Kō Manulele, their namesake cane, was used in the ancient love ceremony called Hana Aloha. It’s said to have an impact on kindling a deep love across distances. It has purplish leaves, brown pith, and green-stripped yellow and reddish brown stems. Owner Robert Dawson described the kō manulele rum with an “earthiness at the forefront, then finishes with rock candy and cinnamon.”
Kō Papa’a, meaning “hold fast,” was said to encourage long-term love and was used in weddings.
Kō Pilimai, meaning “come hither,” was the original Viagra, said to spark lust. It is yellow-green in color.
Kō Kea has a light yellow stalk and is white on the inside. Fittingly, kea means “white.” This is the most sacred and popular variety of Hawaiian sugar cane and reported to be King Kamehameha’s favorite!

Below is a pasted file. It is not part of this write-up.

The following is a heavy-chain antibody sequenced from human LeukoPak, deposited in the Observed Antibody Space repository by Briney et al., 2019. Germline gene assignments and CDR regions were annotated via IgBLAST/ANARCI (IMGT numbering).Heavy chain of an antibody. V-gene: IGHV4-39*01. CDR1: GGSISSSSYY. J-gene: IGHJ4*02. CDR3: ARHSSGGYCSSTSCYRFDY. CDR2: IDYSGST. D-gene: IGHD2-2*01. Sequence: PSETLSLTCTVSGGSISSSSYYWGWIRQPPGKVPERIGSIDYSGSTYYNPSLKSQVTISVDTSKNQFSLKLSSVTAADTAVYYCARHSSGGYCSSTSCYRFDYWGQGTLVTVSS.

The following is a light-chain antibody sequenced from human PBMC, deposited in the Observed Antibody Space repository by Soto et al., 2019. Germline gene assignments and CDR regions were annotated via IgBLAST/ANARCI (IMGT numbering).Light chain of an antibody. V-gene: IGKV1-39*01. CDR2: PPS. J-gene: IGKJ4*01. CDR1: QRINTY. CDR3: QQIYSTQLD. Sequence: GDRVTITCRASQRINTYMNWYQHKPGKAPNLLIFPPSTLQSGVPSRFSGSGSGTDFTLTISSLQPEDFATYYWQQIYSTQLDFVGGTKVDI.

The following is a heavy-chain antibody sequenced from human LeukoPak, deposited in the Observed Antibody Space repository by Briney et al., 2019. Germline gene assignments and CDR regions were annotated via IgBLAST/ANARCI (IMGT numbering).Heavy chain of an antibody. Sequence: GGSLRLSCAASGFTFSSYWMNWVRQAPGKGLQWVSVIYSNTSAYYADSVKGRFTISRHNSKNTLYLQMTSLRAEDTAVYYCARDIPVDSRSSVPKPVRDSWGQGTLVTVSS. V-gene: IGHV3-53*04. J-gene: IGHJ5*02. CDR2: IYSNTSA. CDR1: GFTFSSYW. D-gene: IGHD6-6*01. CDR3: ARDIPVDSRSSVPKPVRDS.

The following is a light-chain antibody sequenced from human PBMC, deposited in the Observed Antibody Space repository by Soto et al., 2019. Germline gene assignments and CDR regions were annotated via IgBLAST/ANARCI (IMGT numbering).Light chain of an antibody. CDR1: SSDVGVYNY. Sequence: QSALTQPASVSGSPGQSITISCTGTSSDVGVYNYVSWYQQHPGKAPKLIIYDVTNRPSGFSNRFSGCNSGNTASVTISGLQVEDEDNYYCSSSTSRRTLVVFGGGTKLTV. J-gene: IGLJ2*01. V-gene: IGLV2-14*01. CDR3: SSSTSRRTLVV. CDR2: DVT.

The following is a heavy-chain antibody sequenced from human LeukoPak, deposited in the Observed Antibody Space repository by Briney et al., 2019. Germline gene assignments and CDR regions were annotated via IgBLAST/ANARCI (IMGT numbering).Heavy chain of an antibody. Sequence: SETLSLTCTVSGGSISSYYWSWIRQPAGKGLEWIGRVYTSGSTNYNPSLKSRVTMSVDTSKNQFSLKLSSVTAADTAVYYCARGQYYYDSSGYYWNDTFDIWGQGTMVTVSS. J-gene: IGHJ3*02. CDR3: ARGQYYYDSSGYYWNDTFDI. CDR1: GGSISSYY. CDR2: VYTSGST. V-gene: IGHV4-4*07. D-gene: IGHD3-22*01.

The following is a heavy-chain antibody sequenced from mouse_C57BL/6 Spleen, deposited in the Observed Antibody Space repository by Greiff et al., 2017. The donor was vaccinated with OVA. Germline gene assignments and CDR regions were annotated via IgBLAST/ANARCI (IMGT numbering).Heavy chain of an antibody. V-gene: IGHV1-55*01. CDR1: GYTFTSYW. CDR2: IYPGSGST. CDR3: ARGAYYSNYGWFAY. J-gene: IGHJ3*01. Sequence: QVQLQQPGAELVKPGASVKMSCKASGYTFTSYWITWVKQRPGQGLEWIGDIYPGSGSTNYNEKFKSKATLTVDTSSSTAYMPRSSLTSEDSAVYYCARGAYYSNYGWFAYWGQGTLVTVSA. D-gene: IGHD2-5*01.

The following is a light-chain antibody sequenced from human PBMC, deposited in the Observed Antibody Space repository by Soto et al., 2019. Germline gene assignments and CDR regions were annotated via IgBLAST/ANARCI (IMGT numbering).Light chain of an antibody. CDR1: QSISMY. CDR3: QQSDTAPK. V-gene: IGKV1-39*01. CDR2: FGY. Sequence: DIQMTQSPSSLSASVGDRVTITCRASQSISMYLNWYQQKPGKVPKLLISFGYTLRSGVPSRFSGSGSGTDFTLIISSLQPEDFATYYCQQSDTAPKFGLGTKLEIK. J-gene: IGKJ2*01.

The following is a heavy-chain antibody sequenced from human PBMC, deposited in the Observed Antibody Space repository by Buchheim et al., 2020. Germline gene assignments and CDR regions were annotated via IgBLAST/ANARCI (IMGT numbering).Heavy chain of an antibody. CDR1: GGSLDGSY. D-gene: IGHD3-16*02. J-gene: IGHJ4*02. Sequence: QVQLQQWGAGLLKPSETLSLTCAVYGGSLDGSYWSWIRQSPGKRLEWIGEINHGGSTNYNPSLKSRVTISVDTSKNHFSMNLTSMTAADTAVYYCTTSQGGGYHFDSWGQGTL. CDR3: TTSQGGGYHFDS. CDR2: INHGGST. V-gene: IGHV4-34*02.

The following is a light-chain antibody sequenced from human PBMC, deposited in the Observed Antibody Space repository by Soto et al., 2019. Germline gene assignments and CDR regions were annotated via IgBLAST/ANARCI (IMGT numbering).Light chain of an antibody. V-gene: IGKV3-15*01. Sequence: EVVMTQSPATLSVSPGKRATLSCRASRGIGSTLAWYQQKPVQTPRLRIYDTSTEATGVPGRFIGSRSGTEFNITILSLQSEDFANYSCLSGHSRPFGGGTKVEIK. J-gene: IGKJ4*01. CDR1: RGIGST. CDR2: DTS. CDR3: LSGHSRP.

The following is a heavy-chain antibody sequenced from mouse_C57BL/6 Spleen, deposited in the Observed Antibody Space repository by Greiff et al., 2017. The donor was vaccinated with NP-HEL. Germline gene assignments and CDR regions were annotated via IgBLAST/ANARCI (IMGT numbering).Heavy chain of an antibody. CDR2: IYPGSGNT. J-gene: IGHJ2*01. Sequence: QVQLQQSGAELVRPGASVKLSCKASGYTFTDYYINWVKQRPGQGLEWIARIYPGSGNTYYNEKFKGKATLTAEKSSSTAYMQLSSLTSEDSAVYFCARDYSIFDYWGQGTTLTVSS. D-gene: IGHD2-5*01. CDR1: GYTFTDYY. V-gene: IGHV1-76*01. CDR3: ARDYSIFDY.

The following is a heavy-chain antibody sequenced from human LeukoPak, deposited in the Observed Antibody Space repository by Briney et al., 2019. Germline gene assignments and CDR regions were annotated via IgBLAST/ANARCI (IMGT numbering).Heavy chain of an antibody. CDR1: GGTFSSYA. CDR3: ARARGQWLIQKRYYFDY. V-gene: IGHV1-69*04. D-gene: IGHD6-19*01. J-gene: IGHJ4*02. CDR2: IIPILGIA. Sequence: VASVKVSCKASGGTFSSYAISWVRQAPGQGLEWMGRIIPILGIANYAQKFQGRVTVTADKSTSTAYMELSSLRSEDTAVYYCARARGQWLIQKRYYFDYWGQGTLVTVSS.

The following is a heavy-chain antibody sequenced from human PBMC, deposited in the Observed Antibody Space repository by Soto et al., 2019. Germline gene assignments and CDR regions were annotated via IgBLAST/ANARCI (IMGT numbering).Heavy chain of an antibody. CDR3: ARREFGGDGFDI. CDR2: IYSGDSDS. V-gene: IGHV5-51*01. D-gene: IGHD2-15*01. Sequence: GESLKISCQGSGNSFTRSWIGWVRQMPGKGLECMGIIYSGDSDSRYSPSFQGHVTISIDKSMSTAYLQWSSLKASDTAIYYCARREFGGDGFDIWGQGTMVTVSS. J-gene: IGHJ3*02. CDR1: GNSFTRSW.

Kō Lahi, meaning “thin,” refers to the the cane’s thin rind. Dawson described the rum made with kō lahi as “very green and grassy with soft notes of cream and butterscotch.”
Kō Pua’ole is flowerless variety that is exceptionally sweet and has fast growth.
Malama ka ‘aina – Care for the land
In my extensive research on local distilleries, I’ve found few businesses who go to the lengths to malama ka ‘aina as do Manulele Distributors. In fact, co-owner and head distiller Robert Dawson mentioned that the entire idea spawned from a biofuel project that took a turn upon learning about the local cane’s alcohol potential.
Dealing with Weeds
In considering the long-term health of the land, they do not use plastic lining to prevent weed growth in their fields, as is a customary agricultural practice. Instead, they’ve found a natural solution! Once the sugar cane has been pressed, it’s left in a very fibrous state called bagasse that is placed on the ground to hold down the weeds.